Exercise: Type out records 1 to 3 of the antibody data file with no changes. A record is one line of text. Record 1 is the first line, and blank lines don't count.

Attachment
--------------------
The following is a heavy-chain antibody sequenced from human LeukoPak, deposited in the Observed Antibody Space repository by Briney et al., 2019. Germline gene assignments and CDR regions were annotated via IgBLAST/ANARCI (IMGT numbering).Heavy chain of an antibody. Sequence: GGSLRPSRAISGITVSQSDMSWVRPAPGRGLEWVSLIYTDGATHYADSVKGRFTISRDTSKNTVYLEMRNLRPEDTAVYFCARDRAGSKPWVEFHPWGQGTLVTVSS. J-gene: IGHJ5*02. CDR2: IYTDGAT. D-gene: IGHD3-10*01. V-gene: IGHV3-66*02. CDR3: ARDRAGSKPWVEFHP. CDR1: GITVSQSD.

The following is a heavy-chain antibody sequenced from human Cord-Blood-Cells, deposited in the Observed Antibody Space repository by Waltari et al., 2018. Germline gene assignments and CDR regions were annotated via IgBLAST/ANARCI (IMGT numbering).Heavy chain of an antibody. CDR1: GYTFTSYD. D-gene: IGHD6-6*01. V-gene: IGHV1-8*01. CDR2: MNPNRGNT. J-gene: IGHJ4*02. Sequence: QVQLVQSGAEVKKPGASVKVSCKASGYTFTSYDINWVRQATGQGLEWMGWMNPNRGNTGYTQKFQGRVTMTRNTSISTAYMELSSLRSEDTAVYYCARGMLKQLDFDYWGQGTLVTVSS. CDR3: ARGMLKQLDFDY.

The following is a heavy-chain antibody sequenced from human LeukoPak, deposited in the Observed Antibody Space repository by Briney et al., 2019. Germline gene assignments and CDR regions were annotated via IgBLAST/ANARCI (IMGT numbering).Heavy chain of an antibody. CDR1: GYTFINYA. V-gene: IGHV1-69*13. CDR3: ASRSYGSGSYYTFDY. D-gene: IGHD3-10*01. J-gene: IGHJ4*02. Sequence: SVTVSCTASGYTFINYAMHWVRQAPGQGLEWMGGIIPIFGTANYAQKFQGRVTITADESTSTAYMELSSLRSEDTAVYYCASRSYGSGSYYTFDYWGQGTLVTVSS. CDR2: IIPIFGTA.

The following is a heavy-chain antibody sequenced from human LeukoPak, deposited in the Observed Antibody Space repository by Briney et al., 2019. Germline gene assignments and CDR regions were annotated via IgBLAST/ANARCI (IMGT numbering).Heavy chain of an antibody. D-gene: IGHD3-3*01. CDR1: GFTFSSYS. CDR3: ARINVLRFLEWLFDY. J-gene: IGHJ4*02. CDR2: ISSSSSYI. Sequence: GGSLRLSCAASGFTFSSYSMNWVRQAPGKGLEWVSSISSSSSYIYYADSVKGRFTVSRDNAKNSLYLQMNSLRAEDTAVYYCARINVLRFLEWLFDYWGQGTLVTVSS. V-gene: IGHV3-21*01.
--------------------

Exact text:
The following is a heavy-chain antibody sequenced from human LeukoPak, deposited in the Observed Antibody Space repository by Briney et al., 2019. Germline gene assignments and CDR regions were annotated via IgBLAST/ANARCI (IMGT numbering).Heavy chain of an antibody. Sequence: GGSLRPSRAISGITVSQSDMSWVRPAPGRGLEWVSLIYTDGATHYADSVKGRFTISRDTSKNTVYLEMRNLRPEDTAVYFCARDRAGSKPWVEFHPWGQGTLVTVSS. J-gene: IGHJ5*02. CDR2: IYTDGAT. D-gene: IGHD3-10*01. V-gene: IGHV3-66*02. CDR3: ARDRAGSKPWVEFHP. CDR1: GITVSQSD.

The following is a heavy-chain antibody sequenced from human Cord-Blood-Cells, deposited in the Observed Antibody Space repository by Waltari et al., 2018. Germline gene assignments and CDR regions were annotated via IgBLAST/ANARCI (IMGT numbering).Heavy chain of an antibody. CDR1: GYTFTSYD. D-gene: IGHD6-6*01. V-gene: IGHV1-8*01. CDR2: MNPNRGNT. J-gene: IGHJ4*02. Sequence: QVQLVQSGAEVKKPGASVKVSCKASGYTFTSYDINWVRQATGQGLEWMGWMNPNRGNTGYTQKFQGRVTMTRNTSISTAYMELSSLRSEDTAVYYCARGMLKQLDFDYWGQGTLVTVSS. CDR3: ARGMLKQLDFDY.

The following is a heavy-chain antibody sequenced from human LeukoPak, deposited in the Observed Antibody Space repository by Briney et al., 2019. Germline gene assignments and CDR regions were annotated via IgBLAST/ANARCI (IMGT numbering).Heavy chain of an antibody. CDR1: GYTFINYA. V-gene: IGHV1-69*13. CDR3: ASRSYGSGSYYTFDY. D-gene: IGHD3-10*01. J-gene: IGHJ4*02. Sequence: SVTVSCTASGYTFINYAMHWVRQAPGQGLEWMGGIIPIFGTANYAQKFQGRVTITADESTSTAYMELSSLRSEDTAVYYCASRSYGSGSYYTFDYWGQGTLVTVSS. CDR2: IIPIFGTA.